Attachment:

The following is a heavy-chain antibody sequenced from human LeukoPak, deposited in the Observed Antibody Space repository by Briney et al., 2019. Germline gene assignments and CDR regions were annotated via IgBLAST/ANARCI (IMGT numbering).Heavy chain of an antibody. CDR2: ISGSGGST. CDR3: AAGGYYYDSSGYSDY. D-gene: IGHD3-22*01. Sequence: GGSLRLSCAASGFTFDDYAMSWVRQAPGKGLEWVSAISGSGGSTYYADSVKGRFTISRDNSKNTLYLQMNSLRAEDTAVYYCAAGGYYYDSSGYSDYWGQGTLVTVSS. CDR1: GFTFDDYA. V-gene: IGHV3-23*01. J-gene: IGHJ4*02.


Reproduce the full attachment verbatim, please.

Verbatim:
The following is a heavy-chain antibody sequenced from human LeukoPak, deposited in the Observed Antibody Space repository by Briney et al., 2019. Germline gene assignments and CDR regions were annotated via IgBLAST/ANARCI (IMGT numbering).Heavy chain of an antibody. CDR2: ISGSGGST. CDR3: AAGGYYYDSSGYSDY. D-gene: IGHD3-22*01. Sequence: GGSLRLSCAASGFTFDDYAMSWVRQAPGKGLEWVSAISGSGGSTYYADSVKGRFTISRDNSKNTLYLQMNSLRAEDTAVYYCAAGGYYYDSSGYSDYWGQGTLVTVSS. CDR1: GFTFDDYA. V-gene: IGHV3-23*01. J-gene: IGHJ4*02.